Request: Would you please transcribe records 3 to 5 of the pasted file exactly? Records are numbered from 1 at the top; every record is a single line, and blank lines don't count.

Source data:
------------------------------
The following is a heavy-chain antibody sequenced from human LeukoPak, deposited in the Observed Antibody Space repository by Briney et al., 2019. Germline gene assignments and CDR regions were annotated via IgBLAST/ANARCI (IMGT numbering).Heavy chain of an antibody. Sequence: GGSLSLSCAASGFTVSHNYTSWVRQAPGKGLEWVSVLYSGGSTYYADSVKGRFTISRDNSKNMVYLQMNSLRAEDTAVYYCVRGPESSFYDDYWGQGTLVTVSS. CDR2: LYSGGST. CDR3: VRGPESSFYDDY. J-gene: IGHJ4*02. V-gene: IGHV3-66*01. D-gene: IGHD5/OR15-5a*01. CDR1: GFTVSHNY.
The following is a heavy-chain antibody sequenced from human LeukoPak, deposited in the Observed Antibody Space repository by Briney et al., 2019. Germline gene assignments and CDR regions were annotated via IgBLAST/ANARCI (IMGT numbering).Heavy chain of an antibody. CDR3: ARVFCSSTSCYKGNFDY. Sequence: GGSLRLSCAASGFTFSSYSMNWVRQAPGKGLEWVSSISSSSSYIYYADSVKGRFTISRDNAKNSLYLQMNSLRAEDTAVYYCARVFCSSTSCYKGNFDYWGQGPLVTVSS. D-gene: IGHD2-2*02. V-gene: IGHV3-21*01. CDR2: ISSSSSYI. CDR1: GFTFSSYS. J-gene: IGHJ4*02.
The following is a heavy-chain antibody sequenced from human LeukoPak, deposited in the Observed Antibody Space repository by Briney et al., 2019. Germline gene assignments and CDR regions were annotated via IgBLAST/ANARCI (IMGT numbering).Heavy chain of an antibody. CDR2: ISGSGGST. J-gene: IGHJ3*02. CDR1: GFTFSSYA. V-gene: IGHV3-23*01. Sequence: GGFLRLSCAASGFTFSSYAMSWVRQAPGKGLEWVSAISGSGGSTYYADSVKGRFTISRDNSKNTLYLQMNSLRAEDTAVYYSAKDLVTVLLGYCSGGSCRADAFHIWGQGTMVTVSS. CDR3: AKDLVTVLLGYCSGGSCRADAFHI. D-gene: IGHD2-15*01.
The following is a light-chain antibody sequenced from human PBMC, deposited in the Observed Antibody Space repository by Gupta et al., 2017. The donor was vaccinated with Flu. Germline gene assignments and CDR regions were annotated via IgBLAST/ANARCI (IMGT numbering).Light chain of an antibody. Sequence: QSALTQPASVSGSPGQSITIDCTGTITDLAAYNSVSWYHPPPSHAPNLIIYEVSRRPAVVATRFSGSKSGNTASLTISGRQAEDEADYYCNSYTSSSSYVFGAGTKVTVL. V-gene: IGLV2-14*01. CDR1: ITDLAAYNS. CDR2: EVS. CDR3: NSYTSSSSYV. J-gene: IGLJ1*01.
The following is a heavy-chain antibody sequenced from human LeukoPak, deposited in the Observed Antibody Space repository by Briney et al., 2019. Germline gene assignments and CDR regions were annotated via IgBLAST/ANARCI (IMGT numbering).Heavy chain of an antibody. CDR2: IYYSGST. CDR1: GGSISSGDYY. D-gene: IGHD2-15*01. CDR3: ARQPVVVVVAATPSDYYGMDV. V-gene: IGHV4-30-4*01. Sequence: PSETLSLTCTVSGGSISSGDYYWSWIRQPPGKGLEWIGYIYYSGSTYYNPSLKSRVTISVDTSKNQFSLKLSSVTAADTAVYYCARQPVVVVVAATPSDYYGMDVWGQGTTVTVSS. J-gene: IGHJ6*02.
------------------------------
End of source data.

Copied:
The following is a heavy-chain antibody sequenced from human LeukoPak, deposited in the Observed Antibody Space repository by Briney et al., 2019. Germline gene assignments and CDR regions were annotated via IgBLAST/ANARCI (IMGT numbering).Heavy chain of an antibody. CDR2: ISGSGGST. J-gene: IGHJ3*02. CDR1: GFTFSSYA. V-gene: IGHV3-23*01. Sequence: GGFLRLSCAASGFTFSSYAMSWVRQAPGKGLEWVSAISGSGGSTYYADSVKGRFTISRDNSKNTLYLQMNSLRAEDTAVYYSAKDLVTVLLGYCSGGSCRADAFHIWGQGTMVTVSS. CDR3: AKDLVTVLLGYCSGGSCRADAFHI. D-gene: IGHD2-15*01.
The following is a light-chain antibody sequenced from human PBMC, deposited in the Observed Antibody Space repository by Gupta et al., 2017. The donor was vaccinated with Flu. Germline gene assignments and CDR regions were annotated via IgBLAST/ANARCI (IMGT numbering).Light chain of an antibody. Sequence: QSALTQPASVSGSPGQSITIDCTGTITDLAAYNSVSWYHPPPSHAPNLIIYEVSRRPAVVATRFSGSKSGNTASLTISGRQAEDEADYYCNSYTSSSSYVFGAGTKVTVL. V-gene: IGLV2-14*01. CDR1: ITDLAAYNS. CDR2: EVS. CDR3: NSYTSSSSYV. J-gene: IGLJ1*01.
The following is a heavy-chain antibody sequenced from human LeukoPak, deposited in the Observed Antibody Space repository by Briney et al., 2019. Germline gene assignments and CDR regions were annotated via IgBLAST/ANARCI (IMGT numbering).Heavy chain of an antibody. CDR2: IYYSGST. CDR1: GGSISSGDYY. D-gene: IGHD2-15*01. CDR3: ARQPVVVVVAATPSDYYGMDV. V-gene: IGHV4-30-4*01. Sequence: PSETLSLTCTVSGGSISSGDYYWSWIRQPPGKGLEWIGYIYYSGSTYYNPSLKSRVTISVDTSKNQFSLKLSSVTAADTAVYYCARQPVVVVVAATPSDYYGMDVWGQGTTVTVSS. J-gene: IGHJ6*02.